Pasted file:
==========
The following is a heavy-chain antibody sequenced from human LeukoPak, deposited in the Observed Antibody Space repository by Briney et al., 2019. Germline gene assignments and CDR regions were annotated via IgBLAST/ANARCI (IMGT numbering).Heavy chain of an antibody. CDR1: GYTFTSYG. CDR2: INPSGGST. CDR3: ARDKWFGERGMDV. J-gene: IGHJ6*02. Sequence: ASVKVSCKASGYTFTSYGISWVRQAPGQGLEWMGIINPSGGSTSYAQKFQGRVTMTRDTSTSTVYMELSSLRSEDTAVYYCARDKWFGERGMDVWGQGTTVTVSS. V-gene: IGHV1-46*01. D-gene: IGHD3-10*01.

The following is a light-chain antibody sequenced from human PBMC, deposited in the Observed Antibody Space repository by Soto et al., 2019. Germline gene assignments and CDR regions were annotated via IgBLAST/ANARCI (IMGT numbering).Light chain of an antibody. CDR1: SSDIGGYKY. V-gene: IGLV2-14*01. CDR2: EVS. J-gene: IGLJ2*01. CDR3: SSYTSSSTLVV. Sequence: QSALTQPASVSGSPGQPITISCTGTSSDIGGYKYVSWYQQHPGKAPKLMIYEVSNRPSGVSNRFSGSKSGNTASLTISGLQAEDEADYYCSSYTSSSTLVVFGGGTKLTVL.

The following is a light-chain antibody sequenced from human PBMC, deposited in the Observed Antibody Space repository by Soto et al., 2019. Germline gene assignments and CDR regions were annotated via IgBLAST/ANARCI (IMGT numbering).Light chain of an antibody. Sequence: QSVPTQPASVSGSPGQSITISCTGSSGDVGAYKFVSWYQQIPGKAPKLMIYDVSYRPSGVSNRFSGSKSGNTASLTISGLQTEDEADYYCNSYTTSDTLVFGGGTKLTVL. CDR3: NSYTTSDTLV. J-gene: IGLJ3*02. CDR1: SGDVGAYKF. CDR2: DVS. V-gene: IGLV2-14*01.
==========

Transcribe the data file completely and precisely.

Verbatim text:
The following is a heavy-chain antibody sequenced from human LeukoPak, deposited in the Observed Antibody Space repository by Briney et al., 2019. Germline gene assignments and CDR regions were annotated via IgBLAST/ANARCI (IMGT numbering).Heavy chain of an antibody. CDR1: GYTFTSYG. CDR2: INPSGGST. CDR3: ARDKWFGERGMDV. J-gene: IGHJ6*02. Sequence: ASVKVSCKASGYTFTSYGISWVRQAPGQGLEWMGIINPSGGSTSYAQKFQGRVTMTRDTSTSTVYMELSSLRSEDTAVYYCARDKWFGERGMDVWGQGTTVTVSS. V-gene: IGHV1-46*01. D-gene: IGHD3-10*01.

The following is a light-chain antibody sequenced from human PBMC, deposited in the Observed Antibody Space repository by Soto et al., 2019. Germline gene assignments and CDR regions were annotated via IgBLAST/ANARCI (IMGT numbering).Light chain of an antibody. CDR1: SSDIGGYKY. V-gene: IGLV2-14*01. CDR2: EVS. J-gene: IGLJ2*01. CDR3: SSYTSSSTLVV. Sequence: QSALTQPASVSGSPGQPITISCTGTSSDIGGYKYVSWYQQHPGKAPKLMIYEVSNRPSGVSNRFSGSKSGNTASLTISGLQAEDEADYYCSSYTSSSTLVVFGGGTKLTVL.

The following is a light-chain antibody sequenced from human PBMC, deposited in the Observed Antibody Space repository by Soto et al., 2019. Germline gene assignments and CDR regions were annotated via IgBLAST/ANARCI (IMGT numbering).Light chain of an antibody. Sequence: QSVPTQPASVSGSPGQSITISCTGSSGDVGAYKFVSWYQQIPGKAPKLMIYDVSYRPSGVSNRFSGSKSGNTASLTISGLQTEDEADYYCNSYTTSDTLVFGGGTKLTVL. CDR3: NSYTTSDTLV. J-gene: IGLJ3*02. CDR1: SGDVGAYKF. CDR2: DVS. V-gene: IGLV2-14*01.